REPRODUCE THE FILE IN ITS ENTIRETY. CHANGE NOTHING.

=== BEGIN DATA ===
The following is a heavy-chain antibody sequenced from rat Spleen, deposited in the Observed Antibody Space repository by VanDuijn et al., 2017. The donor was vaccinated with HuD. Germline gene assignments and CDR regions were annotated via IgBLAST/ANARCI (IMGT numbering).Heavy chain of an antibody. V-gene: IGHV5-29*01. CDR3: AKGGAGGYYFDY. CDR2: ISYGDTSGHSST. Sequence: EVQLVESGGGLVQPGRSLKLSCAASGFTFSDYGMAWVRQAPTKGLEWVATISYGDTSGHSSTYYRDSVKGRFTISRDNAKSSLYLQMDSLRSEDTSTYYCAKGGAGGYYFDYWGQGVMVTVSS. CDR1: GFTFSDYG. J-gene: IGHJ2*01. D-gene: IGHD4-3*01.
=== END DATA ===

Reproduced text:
The following is a heavy-chain antibody sequenced from rat Spleen, deposited in the Observed Antibody Space repository by VanDuijn et al., 2017. The donor was vaccinated with HuD. Germline gene assignments and CDR regions were annotated via IgBLAST/ANARCI (IMGT numbering).Heavy chain of an antibody. V-gene: IGHV5-29*01. CDR3: AKGGAGGYYFDY. CDR2: ISYGDTSGHSST. Sequence: EVQLVESGGGLVQPGRSLKLSCAASGFTFSDYGMAWVRQAPTKGLEWVATISYGDTSGHSSTYYRDSVKGRFTISRDNAKSSLYLQMDSLRSEDTSTYYCAKGGAGGYYFDYWGQGVMVTVSS. CDR1: GFTFSDYG. J-gene: IGHJ2*01. D-gene: IGHD4-3*01.